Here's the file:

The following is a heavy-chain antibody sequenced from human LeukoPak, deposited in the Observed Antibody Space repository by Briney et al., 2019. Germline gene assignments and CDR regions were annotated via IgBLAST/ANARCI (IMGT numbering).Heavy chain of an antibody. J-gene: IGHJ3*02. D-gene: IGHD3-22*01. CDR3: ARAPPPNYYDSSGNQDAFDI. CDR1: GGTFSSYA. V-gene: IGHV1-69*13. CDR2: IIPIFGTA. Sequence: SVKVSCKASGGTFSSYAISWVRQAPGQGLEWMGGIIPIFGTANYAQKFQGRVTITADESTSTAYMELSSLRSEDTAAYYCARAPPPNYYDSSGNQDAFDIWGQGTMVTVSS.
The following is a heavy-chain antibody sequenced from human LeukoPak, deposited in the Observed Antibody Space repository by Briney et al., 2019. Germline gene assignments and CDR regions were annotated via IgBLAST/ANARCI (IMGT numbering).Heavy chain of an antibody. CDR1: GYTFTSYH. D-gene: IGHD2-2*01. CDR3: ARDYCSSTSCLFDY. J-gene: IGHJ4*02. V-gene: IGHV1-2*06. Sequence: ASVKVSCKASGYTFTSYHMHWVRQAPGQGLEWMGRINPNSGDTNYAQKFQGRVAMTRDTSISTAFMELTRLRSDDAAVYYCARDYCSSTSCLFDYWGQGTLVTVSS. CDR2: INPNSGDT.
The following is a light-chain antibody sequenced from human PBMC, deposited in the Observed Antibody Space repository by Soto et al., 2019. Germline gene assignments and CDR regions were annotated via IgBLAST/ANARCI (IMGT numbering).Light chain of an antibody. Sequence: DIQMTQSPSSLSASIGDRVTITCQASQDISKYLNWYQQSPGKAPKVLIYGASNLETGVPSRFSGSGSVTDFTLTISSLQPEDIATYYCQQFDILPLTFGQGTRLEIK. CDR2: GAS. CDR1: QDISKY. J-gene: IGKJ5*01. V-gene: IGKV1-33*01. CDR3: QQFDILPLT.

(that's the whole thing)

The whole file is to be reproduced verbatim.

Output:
The following is a heavy-chain antibody sequenced from human LeukoPak, deposited in the Observed Antibody Space repository by Briney et al., 2019. Germline gene assignments and CDR regions were annotated via IgBLAST/ANARCI (IMGT numbering).Heavy chain of an antibody. J-gene: IGHJ3*02. D-gene: IGHD3-22*01. CDR3: ARAPPPNYYDSSGNQDAFDI. CDR1: GGTFSSYA. V-gene: IGHV1-69*13. CDR2: IIPIFGTA. Sequence: SVKVSCKASGGTFSSYAISWVRQAPGQGLEWMGGIIPIFGTANYAQKFQGRVTITADESTSTAYMELSSLRSEDTAAYYCARAPPPNYYDSSGNQDAFDIWGQGTMVTVSS.
The following is a heavy-chain antibody sequenced from human LeukoPak, deposited in the Observed Antibody Space repository by Briney et al., 2019. Germline gene assignments and CDR regions were annotated via IgBLAST/ANARCI (IMGT numbering).Heavy chain of an antibody. CDR1: GYTFTSYH. D-gene: IGHD2-2*01. CDR3: ARDYCSSTSCLFDY. J-gene: IGHJ4*02. V-gene: IGHV1-2*06. Sequence: ASVKVSCKASGYTFTSYHMHWVRQAPGQGLEWMGRINPNSGDTNYAQKFQGRVAMTRDTSISTAFMELTRLRSDDAAVYYCARDYCSSTSCLFDYWGQGTLVTVSS. CDR2: INPNSGDT.
The following is a light-chain antibody sequenced from human PBMC, deposited in the Observed Antibody Space repository by Soto et al., 2019. Germline gene assignments and CDR regions were annotated via IgBLAST/ANARCI (IMGT numbering).Light chain of an antibody. Sequence: DIQMTQSPSSLSASIGDRVTITCQASQDISKYLNWYQQSPGKAPKVLIYGASNLETGVPSRFSGSGSVTDFTLTISSLQPEDIATYYCQQFDILPLTFGQGTRLEIK. CDR2: GAS. CDR1: QDISKY. J-gene: IGKJ5*01. V-gene: IGKV1-33*01. CDR3: QQFDILPLT.